The Problem With Periods: How Male Writers Misrepresent Menstruation
By Alex Cranz
I’m sitting there enjoying the hell out of Neal Stephenson’s latest, Reamde. Yeah things have gotten a little hinky. The book starts out as a study in fantasy fiction world building and over time turns into a very well written Tom Clancy novel where everyone speaks with the stilted diction of the non-native English speaker, but it’s a lot of fun and there are just enough cool little bits about video game design theory and world building and Iowa culture to keep me interested.
Then this character who is constantly being kidnapped (this is her third abduction in 500 pages of a 950 page book?) has a brief pause where she considers her period.
Okay. I get that. It would really suck if I’m chained to a truck in the middle of nowhere and the elevator from The Shining opened for business in my brand new sweat pants. And the accompanying cramps and bloatedness would make an abduction even more unpleasant.
But no she’s trying to remember if menstrual blood attracts bears. Again a valid concern. Bears like meat and sometimes all those giant clots of uterine refuse have a tangy meat smell. But apparently some small part of this character is upset (in a feminist way) about wondering about bears and menstruation.
Say what now? Why is that a feminist issue? Have the threat of bears long been a method men use to subjugate women on hunting trips? Is that really a thing?
Whatever Neal Stephenson.
I dig deep and move beyond his snarky slight towards feminism.
And then I get to her mentally counting the days since her last period to determine how close she is to to requiring a tampon. Because woman is on a strict 28 day cycle that would make lunar calenders and stupid iPhone menstrual calendar apps everywhere pleased. She can count the days and, it is nearly inferred, the hours to her next period.
And Neal, who for the first time in any of his books is keeping me enraptured with his plot, absolutely loses me.
There are few things I hate more than dudes assuming that periods run on a never wavering 28 day cycle non-stop forever and ever Amen. Newsflash to male authors and writers everywhere. Menstruation is not some sort of clock. It does not follow the same cycle as the moon. It is not always preceded by PMS (many lucky bitches don’t even have PMS!). It is often “irregular” in women.
While some women do have a uterine cycle you can set your watch too many women are a little more flexible. Why do you think tampon machines exist in restrooms? It’s not because women are forgetting tampons. It’s usually because they’re out and about and notice a funny feeling and have to traipse off to grab a little tube of cotton to stick up their yahoo to keep from ruining that brand new pair of underpants.
Why don’t they have tampons on them 24/7 if they’re not regular like a clock in a train station? Lots of reasons. More than one woman has had some dildo go through her book bag or purse and pull out a tampon or pad and embarrass the hell out of them. (But really shedding the endometrium is totes normal and nothing to be ashamed of so tell them to shove it.) Personally I don’t carry tampons wherever I go because I have enough junk in my purse.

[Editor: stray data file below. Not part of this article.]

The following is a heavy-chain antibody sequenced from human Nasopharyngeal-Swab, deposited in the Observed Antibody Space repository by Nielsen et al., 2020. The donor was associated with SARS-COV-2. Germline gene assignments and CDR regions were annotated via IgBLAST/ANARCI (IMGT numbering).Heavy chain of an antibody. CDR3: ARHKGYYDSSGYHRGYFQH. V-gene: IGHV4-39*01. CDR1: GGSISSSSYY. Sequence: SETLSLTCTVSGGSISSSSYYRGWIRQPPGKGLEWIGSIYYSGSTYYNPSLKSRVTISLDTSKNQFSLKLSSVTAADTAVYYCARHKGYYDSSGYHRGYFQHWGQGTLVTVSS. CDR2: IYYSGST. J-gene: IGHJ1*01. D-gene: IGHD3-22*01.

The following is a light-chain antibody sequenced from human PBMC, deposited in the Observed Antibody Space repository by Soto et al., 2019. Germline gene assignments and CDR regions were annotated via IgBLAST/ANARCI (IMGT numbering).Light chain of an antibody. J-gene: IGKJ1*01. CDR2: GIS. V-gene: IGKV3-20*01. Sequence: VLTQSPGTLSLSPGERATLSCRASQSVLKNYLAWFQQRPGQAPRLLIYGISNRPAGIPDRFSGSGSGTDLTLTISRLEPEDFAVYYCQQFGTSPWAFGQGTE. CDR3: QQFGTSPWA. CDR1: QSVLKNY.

And while one’s period is an unpleasant monthly/bimonthly surprise for some women for others it might be this annoying bitch of a biological process that seems like it is trying to “sync” with other nearby women. It’s like a Bluetooth keyboard only not at all and it is an absolute treat in a dorm hall full of 18-year-old women who subsist on nothing more than break and bake cookies and Smirnoff Ice. It also means that yes, some women may go a few days longer and some a few days shorter and some may end up menstruating for what felt like three months until we all begged her to see a doctor because we were pretty sure she was dying. But eventually they’ll all be on the same cycle more or less.
Some women, perfectly healthy, and often athletes, don’t menstruate at all. Their bodies are too busy doing amazing physical feats to worry about shedding uterine lining. Other women are so skinny that they do not menstruate.
And many women don’t menstruate because they’re experiencing a stressful situation. The character in Reamde has spent a week or two being abducted, exploded, drowned, assaulted, and she’s been busy doing a little assaulting and murdering of her own. It’s likely that she wouldn’t menstruate because her body is too busy keeping her on high alert for Russians/Chinese/Central Asian terrorists.
This is all easy information to acquire for male authors. They can look it up on Wikipedia or call a woman they know. Heck they can learn about it as I did, from a book I was given by my mother in lieu of “the talk.”
Neal, and authors like him only perpetuate a really stupid myth when they treat all women like leaky lunar calendars. Young women read that and they get freaked out because “they’re” not like that and what a teenage girl doesn’t need is another reason to be self-conscious about her lady parts. Liven things up! Have women miss their periods because they’ve taken up being kidnapped by terrorists! Have them forget when they last had a period and not immediately assume they’re pregnant. Heck take the super absurd route Larry David did in a recent episode of Curb Your Enthusiasm and have women just “suddenly” get their periods–though please make sure it’s all to service the story because otherwise it just seems like page padding Neal Stephenson I’m looking at you.
It’s not hard to portray menstruation realistically. So why be lazy and possibly alienate half of your readership? At least Reamde is a pretty great book full of a lot of diverse female characters, a bevy of strapping Slavic men, and a dense narrative that never hold’s your hand. Bad use of the menses may have pulled me out of the story but the savvy heroine pulled me back in.